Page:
The new tech in 3d printed houses promises to revolutionize the way we build things. Using a special 3d printer, companies can quickly make houses in any shape or size. The process of 3d printing can take as little as 24 hours, promising exciting new frontiers in the world of construction. (Source)
But can these houses stand the test of time? Let’s take a moment to examine how durable these concrete-based 3d printed houses really are.
Are 3d Printed Houses Durable / Strong?
3d printed houses are just as durable as any other sort of house. This means that a well-built 3d printed house that’s made with durable materials could have walls that stand for centuries, while one that cuts corners and uses cheaper, less durable materials might not last long at all.
3d printed houses aren’t made exclusively of concrete. The 3d printed part, however, is made of a blend of materials that are exuded from a 3d printer. In a lot of cases, this is concrete, but it can also be mortar, resin, a polymer blend, soil, or even plastic. (Source)
The remainder of the house – including the HVAC, the doors and windows, and sometimes the framework, is made using traditional construction techniques and standard building materials. for more on this, check out our post Could A House Be 3D Print To Include Plumbing and Electrical Components?
Compressive Strength of Different Concrete Blends ( in MPa – Megapascal Pressure Unit)
- Low-Strength Concrete – less than 20 MPa
- Moderate Strength Concrete – 20-50 MPa
- High Strength Concrete – 50-150 MPa
- Ultra-High Strength Concrete – 150+ MPa
As you can see from the table above, there’s a huge difference in the strength of different blends of concrete. 3d printed houses are no different. 3d printed houses are made from complex, customized print material, including cement, sand, and additives to change the properties of the material. (Source)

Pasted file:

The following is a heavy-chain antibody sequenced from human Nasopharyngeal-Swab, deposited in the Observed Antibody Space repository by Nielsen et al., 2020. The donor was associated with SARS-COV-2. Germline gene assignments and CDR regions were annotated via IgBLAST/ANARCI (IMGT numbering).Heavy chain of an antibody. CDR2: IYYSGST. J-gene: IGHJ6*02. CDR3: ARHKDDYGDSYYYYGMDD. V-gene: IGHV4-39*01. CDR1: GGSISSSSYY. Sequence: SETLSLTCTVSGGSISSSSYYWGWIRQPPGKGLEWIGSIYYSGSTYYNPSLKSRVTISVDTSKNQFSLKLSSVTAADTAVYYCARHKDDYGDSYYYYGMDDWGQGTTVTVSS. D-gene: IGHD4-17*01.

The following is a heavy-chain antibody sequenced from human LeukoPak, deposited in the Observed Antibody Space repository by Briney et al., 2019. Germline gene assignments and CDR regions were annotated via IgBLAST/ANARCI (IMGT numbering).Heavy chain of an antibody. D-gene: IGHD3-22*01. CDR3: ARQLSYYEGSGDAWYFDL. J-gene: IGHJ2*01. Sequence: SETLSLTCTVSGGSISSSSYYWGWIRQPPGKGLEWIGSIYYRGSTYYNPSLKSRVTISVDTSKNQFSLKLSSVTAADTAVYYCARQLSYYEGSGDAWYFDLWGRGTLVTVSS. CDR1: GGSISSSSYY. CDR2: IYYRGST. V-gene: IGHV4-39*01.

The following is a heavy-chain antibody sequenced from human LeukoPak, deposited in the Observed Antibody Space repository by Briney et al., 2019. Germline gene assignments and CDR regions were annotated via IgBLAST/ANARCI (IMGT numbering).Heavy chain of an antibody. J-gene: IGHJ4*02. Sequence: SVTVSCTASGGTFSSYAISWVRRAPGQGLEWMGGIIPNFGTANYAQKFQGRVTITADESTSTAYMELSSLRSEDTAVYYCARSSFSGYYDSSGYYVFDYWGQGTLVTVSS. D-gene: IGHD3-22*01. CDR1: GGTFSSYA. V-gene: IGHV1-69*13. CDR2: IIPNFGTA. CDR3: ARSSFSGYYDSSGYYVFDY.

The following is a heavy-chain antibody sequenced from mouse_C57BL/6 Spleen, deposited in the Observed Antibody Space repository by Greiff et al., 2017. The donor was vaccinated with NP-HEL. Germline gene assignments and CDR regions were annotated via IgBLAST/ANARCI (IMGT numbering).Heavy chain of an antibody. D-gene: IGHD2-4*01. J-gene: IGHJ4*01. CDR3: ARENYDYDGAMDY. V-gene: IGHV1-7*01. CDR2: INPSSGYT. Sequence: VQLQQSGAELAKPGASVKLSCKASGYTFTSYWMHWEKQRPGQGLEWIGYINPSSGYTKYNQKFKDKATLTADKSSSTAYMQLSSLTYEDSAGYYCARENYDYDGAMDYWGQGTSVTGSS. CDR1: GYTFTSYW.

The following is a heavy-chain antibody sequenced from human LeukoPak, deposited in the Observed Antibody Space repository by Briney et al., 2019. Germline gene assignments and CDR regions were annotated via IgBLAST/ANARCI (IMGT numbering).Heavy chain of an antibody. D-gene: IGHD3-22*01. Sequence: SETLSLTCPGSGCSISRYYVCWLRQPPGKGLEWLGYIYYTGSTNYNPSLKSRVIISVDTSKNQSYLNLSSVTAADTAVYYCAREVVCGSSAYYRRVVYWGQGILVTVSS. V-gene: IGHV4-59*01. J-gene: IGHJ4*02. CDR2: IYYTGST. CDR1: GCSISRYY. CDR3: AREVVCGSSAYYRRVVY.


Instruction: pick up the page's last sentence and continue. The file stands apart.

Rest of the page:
These additives can make up 10-15% of the mix. Just like with other types of concrete, engineers will vary the mix based on the requirements of the job. This means that a builder can choose exactly how durable they want their 3d printed house to be.
Concrete’s Variable Durability
Humans have been building with concrete for thousands of years. If you travel to Rome, you can see vast, unreinforced structures built thousands of years ago that are still standing today. Despite this, we see sidewalks and walls in our cities crumbling mere decades after they were built.
When engineers select a concrete mix for a job, they often consider factors like cost, drying time, and ease of construction as well as strength and durability. This means that in many cases projects use concrete that’s easier to shape or that dries faster at the expense of durability. If a structure is only supposed to last for a few decades, these tradeoffs are totally acceptable. They help make structures affordable and help ensure that construction progresses rapidly.
For more on this, check out our post on How Long Do 3D Printed Homes Last? Materials Used, Durability & Lifespan
Impact of Weather and Salt on 3d Printed Houses
While concrete’s mix is important, other factors can also have a big role in determining how long it lasts. Salt, for example, can cause concrete to decay much faster than it normally would.
Concrete has calcium hydroxide in it, which reacts with the calcium chloride in salt to form calcium oxychloride. When salt is carried inside concrete’s porous exterior (often by water), expanding calcium oxychloride crystals put stress on concrete from the inside, causing cracks and crumbling. (Source)
Humidity can also have a big impact on how durable concrete is. When concrete is exposed to high relative humidity, it becomes more acidic. This can have a negative impact on sealants and coatings used to keep the concrete dry and safe.
Concrete also grows weaker when it’s exposed to high humidity, meaning its compressive strength goes down. These two factors work in tandem. In a humid climate, acidic concrete can damage sealants and coatings, leading to water, salt, and other unwanted materials getting inside the concrete. Once these impurities infiltrate the concrete, they’ll cause damage more quickly, as the humid environment will reduce the concrete’s strength.
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